ATTEMPTING TO QUIET PHILLY; CINCY TRYING TO LIGHT UP OSWAT
10.8.10 BY:MEH ARROYO AND A ROY-O
ARROYO ATTEMPTING TO
QUIET PHILLY; CINCY SEEKING TO LIGHT UP OSWAT
Ouch. The Reds'
National League leading offense was completely shut down by Roy Halladay on
Wednesday night during game one of the NLDS between Cincinnati and
Philadelphia. During Halladay's nine innings of work, he allowed only Jay
Bruce to reach base via walk in the fifth inning. It was just the second
no-hitter hurled in the playoffs (Yankee Don Larsen pitched a perfect game
during the 1956 World Series against the Brooklyn Dodgers) and it occurred
while Mr. Halladay was making his first postseason appearance since his
entrance into the majors in 1998 with the Toronto Blue Jays.
“It was a bad combination with (Home plate Umpire John Hirshbeck) back
Orlando Cabrera said.
“He gave him every single pitch. A guy like Halladay feeds like that. It
makes it nearly impossible with a guy like that. He can hit every single
corner, and he was low in the zone. He and the umpire threw a no-hitter.
Another umpire and another zone, he wouldn’t have been able to throw a game
like that. Basically, he was getting every pitch. We had no chance.”
Halladay surrendered a career-high thirteen hits to the Reds earlier this
year on June 30. This time, on the
wrong end of baseball history, the Reds looked discombobulated Wednesday
night against Roy Halladay. As he meticulously worked an expanded strike
zone throughout the evening, Halladay struck out eight batters and allowed
just one ball to be hit hard all night and it was pitcher Travis Wood who
did so. Edinson Volquez started for the Reds and gave them no chance after
he lasted only 1.2 innings and allowed four earned runs on four hits. But at
the end of the night, no one was to blame except Roy Halladay for the Reds'
"A loss is a loss. If we had lost 10-9 and gotten 15 hits, it's the same
Drew Stubbs said.
"We'll come back Friday with a re-energized effort and hopefully have
On Friday the Reds will face a bona fide Reds killer in Roy Oswalt at 6:07pm
in Philadelphia. Although Oswalt owns a career 23-3 record with a 2.81 ERA
during 32 starts against the Reds, the damage was done against bad
Cincinnati teams from 2001 to '08. During the past two years,
Oswalt has made six starts against the Reds and has failed to receive a
victory. In two starts with the Astros this season, Oswalt is 0-2 with a
6.75 ERA against the Reds. Hopefully Oswalt's Cincinnati slaying stays in
the past. Even though games three and four will be in Cincinnati, a 2-0
deficit will be extremely difficult to overcome.
Roy Oswalt owns a 150-83 career record with a 3.18 ERA. He spent nine full
seasons (2001-'09) with the Houston Astros and made twenty starts for them
this season before being traded to the Phillies on July 29. Oswalt went 6-12
with a 3.42 ERA while in Houston this year and went 7-1 with a 1.74 ERA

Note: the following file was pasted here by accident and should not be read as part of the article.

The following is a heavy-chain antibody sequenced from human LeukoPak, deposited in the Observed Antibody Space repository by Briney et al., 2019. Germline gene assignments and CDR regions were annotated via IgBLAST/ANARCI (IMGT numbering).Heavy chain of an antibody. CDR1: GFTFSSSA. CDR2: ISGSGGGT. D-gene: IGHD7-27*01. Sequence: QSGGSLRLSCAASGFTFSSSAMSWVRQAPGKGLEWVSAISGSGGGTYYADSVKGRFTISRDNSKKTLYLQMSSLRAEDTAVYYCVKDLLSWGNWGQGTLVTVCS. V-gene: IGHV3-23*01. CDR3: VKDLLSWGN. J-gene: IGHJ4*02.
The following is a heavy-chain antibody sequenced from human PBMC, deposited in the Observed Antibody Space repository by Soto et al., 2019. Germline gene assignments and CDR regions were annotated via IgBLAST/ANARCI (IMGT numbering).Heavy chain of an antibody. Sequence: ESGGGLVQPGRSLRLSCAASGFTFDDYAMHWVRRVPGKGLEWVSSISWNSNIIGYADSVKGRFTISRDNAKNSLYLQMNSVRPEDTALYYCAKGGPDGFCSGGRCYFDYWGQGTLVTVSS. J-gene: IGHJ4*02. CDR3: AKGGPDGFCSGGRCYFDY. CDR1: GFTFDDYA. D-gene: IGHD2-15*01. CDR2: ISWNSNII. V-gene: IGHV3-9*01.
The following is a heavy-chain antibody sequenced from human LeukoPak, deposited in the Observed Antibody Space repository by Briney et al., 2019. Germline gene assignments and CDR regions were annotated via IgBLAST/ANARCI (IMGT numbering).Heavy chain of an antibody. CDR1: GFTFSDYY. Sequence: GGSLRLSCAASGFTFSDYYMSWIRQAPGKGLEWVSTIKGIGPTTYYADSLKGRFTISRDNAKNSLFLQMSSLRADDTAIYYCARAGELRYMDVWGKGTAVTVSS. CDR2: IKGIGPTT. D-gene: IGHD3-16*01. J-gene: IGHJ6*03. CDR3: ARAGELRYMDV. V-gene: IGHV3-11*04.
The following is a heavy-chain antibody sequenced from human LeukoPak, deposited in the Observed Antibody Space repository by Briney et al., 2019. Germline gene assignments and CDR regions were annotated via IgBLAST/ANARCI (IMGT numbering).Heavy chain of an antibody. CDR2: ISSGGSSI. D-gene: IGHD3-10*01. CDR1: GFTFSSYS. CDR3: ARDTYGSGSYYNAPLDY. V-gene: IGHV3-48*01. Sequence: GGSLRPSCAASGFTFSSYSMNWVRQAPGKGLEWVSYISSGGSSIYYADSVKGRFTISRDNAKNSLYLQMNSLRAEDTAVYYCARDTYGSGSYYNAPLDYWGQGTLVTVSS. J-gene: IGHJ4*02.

after the trade during his twelve starts in Philadelphia. The only team that
has beat Roy Oswalt since he's been with the Phillies was the Washington
Nationals when they defeated Philadelphia 8-1 on July 30. During Oswalt's
final game as an Astro on July 24, he allowed six earned runs on nine hits
receiving the loss in the midst of a 7-0 Cincinnati Reds victory. Joey Votto
and Ramon Hernandez both went deep against Oswalt and drove in two runs a
piece. Laynce Nix went 3-3 and drove in two runs.
Nix, who will get the
start on Friday, has 17 career at-bats against Oswalt and has hit at a
.529 clip including two homers and four RBI. Out of the Reds' starters,
Scott Rolen (.214) and Jay Bruce (.241) own the worst averages against
Oswalt while Joey Votto (.333), Brandon Phillips (.316), and Drew Stubbs
(.333) have all had success against the veteran right-hander. During his ten
major league seasons, Oswalt made eight postseason appearances with the
Astros ('04 and '05) and is undefeated (4-0) with a 3.66 ERA.
Bronson Arroyo will take the mound for Reds on Friday. Arroyo is a "big
game" pitcher and Friday's match up against the Phillies certainly qualifies
as a "big game." Attempting to tie the series at one game a piece, Arroyo
will be making his third postseason start. Arroyo made ten postseason
appearances during 2003-'05 with the Boston Red Sox and posted a 0-0 record
with a 7.41 ERA. Arroyo's first postseason start was during the 2004 ALDS
against the Angels. Arroyo went six innings an allowed two earned runs on
three hits while striking out seven. Advancing to the ALCS in '04, Arroyo
made another start for the Sox, but this time it wasn't so nice. Arroyo
lasted just four innings against the Yankees as he allowed seven earned runs
on eight hits. Despite Arroyo's struggles against New York the Sox ended up
winning that game, and the World Series. Against the Phillies during his
career Arroyo has made seven starts and is 1-5 with a 5.54 ERA.
"I expect a very Yankee Stadium-esque environment,"
said Arroyo, reminiscing about his days in Boston.
"I loved playing in the stadiums when guys are screaming obscenities about
my mother, you know what I mean?"